Wednesday 6 September 2023

Back to class: "School of Rock"

It will be a rare and heartening sight for any Brits heading to the cinema this weekend: one school that remains 100% fit for purpose. To mark its twentieth anniversary, 
The School of Rock (to give it its full onscreen title) is being returned to our screens - somewhat prematurely in the UK's case, given that the film opened here belatedly, in the spring half-term holiday of 2004. Even back then, Richard Linklater's film struck the eye as the kind of universal crowdpleaser that had started to disappear from the weekly movie schedules: founded on a well-timbered, consistently witty script (by the upwardly mobile Mike White, post-Chuck & Buck, pre-Enlightened and White Lotus), and brought to further life by savvy direction and smart flesh-and-blood casting. (Its underheralded heroine: casting director Ilene Starger, who put its class of exceptional young talents and personalities together.) Built to last, as studio pics once routinely were, it also couldn't date, because it was always steeped in a residual nostalgia for rock itself - its sounds, its ephemera, its legends, its poses - a form perceived as being in a death spiral in 2003, the year of "Crazy in Love". (The same nostalgia prompted 1998's Still Crazy, 2000's Almost Famous and the entire career of The Darkness.) It's not strictly about teaching, but it understood teaching can be a kind of performance or orchestration, and that good teachers combine passion with organisation; they focus minds, then get out of the way, having hopefully filled those minds with the right ideas. The emphasis White and Linklater placed on in-class activity ensured the Noughties would be bookended with very different films on the processes of education: should you have the time for a double-bill, School of Rock would enter into leftfield but lively conversation with The Class, Laurent Cantet's Palme d'Or winner of 2008.

In the years since its release, the Internet has identified one potential weakspot in the presence of Sarah Silverman as White's onscreen girlfriend: we can't blame Silverman (then only semi-known) for wanting to stick her head inside the multiplexes, but it's undeniably disappointing to see a proven, funny performer stuck in such a whiny, joyless role. (White may actually have invented the trope we've come to associate with Judd Apatow: the disproportionately hot girl obliged to play frowning second fiddle to schlubby boys.) The comic consolations, however, are considerable, whether Joan Cusack, expertly playing straight man as the school's buttoned-down principal (and we should note how White's writing allows her, at least, to undo a button or two as the film goes on) or the bouncy, buoying rapport between Jack Black's Dewey Finn and his young charges. This latter is pure Linklater: the teaching scenes are visibly looser and more spontaneous - more mischievous - than anything in the family films that had immediately preceded School of Rock, born of loosing a big kid on a classroom full of willing enablers and assistants, partners-in-crime, and seeing what comes to pass. School of Rock's secret is that, like most worthwhile Hollywood ventures, it's really a lesson in chemistry. The pay-off is a Battle of the Bands contest that looks legitimately grungy and doesn't make you want to swallow your own fist out of embarrassment - partly because White and Linklater realised that if rock can't change the world or do much to halt the decline of Western civilisation, it can still offer us smaller victories, such as a great night out. Both Black and Linklater (who started filming Boyhood around this time) have continued to bounce around energetically in the intervening years, but White broke decisively for TV, and producer Scott Rudin was discredited; the excellent title song (penned by White with - none more 2003, this - The Mooney Suzuki) peaked on the charts at #51, a TV spin-off left zero discernible cultural footprint, and the whole thing wound up as an Andrew Lloyd Webber/Julian Fellowes musical. Key teachings went unlearnt, all told. But the movie rocks on regardless.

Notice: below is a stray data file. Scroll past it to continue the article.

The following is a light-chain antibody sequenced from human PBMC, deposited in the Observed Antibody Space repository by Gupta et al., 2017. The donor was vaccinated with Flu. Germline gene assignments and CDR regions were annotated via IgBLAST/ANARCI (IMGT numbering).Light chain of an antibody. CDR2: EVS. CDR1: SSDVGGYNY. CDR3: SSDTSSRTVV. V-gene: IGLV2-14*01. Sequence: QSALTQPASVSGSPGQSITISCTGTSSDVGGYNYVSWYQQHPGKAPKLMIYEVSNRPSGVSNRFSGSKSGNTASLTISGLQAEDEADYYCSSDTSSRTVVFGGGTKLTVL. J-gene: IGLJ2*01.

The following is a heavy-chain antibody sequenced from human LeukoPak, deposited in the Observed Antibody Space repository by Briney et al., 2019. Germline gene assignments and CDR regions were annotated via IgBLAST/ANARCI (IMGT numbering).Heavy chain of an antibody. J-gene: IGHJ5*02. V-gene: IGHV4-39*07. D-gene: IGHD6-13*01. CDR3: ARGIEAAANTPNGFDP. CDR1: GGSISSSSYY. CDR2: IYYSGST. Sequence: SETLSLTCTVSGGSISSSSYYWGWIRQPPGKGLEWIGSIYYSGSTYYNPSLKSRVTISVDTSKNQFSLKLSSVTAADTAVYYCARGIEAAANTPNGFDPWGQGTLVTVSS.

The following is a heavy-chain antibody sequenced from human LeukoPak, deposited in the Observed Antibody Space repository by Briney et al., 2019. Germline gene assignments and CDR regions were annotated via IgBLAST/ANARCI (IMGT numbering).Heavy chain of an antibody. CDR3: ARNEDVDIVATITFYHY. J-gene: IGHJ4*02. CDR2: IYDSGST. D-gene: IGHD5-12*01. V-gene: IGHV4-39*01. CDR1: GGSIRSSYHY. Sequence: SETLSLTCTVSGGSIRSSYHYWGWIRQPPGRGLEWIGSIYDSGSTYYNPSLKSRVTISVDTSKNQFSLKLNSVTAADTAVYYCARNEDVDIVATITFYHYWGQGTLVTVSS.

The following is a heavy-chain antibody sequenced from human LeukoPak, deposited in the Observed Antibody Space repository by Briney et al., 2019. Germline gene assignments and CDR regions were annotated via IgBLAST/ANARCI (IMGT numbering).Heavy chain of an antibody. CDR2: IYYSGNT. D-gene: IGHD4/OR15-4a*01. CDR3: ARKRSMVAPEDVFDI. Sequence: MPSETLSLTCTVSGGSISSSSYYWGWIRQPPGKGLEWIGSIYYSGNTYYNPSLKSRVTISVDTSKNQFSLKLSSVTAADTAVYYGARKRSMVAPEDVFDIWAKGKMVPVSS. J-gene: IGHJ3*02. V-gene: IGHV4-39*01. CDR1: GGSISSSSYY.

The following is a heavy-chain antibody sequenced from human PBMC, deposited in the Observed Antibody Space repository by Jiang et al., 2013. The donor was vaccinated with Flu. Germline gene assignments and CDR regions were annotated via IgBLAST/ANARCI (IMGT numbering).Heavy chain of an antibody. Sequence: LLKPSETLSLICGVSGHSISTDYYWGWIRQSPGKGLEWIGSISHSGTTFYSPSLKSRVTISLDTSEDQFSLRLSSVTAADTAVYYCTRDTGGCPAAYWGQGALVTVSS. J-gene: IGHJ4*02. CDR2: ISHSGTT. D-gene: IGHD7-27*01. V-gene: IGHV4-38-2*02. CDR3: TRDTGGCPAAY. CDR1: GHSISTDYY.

School of Rock returns to cinemas nationwide from Friday.

No comments:

Post a Comment